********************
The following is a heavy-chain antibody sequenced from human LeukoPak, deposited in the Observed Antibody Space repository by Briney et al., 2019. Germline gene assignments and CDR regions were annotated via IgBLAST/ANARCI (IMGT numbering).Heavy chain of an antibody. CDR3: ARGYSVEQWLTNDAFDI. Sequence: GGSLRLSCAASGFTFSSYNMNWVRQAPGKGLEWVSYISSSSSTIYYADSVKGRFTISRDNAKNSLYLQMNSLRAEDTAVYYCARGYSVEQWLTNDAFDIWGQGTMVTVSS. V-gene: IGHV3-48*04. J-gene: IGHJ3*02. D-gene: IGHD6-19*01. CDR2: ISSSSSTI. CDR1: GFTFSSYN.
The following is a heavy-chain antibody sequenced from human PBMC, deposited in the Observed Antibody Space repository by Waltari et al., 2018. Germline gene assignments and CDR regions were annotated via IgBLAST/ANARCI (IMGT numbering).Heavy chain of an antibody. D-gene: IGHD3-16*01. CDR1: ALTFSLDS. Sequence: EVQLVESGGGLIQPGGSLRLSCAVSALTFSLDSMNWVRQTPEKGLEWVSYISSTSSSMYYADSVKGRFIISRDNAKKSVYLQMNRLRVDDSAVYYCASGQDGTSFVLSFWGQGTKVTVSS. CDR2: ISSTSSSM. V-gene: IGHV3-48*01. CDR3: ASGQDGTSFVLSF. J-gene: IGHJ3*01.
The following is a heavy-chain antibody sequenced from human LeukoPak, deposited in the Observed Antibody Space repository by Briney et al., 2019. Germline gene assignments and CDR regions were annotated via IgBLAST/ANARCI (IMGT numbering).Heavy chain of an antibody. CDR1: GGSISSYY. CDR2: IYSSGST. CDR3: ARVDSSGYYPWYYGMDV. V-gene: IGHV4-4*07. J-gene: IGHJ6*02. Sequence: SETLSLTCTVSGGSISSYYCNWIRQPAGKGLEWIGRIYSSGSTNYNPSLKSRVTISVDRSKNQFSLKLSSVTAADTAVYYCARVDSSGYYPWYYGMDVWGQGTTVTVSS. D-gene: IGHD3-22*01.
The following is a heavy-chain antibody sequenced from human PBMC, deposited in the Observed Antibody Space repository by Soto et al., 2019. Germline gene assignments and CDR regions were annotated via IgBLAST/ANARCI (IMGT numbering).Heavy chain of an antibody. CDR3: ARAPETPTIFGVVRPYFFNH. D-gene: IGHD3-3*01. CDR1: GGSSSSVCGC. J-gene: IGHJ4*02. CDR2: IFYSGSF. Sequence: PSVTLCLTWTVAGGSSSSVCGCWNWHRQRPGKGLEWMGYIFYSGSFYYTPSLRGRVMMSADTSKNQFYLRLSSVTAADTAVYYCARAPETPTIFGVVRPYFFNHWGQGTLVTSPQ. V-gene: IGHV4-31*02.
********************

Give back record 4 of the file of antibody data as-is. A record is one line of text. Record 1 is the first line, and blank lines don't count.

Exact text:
The following is a heavy-chain antibody sequenced from human PBMC, deposited in the Observed Antibody Space repository by Soto et al., 2019. Germline gene assignments and CDR regions were annotated via IgBLAST/ANARCI (IMGT numbering).Heavy chain of an antibody. CDR3: ARAPETPTIFGVVRPYFFNH. D-gene: IGHD3-3*01. CDR1: GGSSSSVCGC. J-gene: IGHJ4*02. CDR2: IFYSGSF. Sequence: PSVTLCLTWTVAGGSSSSVCGCWNWHRQRPGKGLEWMGYIFYSGSFYYTPSLRGRVMMSADTSKNQFYLRLSSVTAADTAVYYCARAPETPTIFGVVRPYFFNHWGQGTLVTSPQ. V-gene: IGHV4-31*02.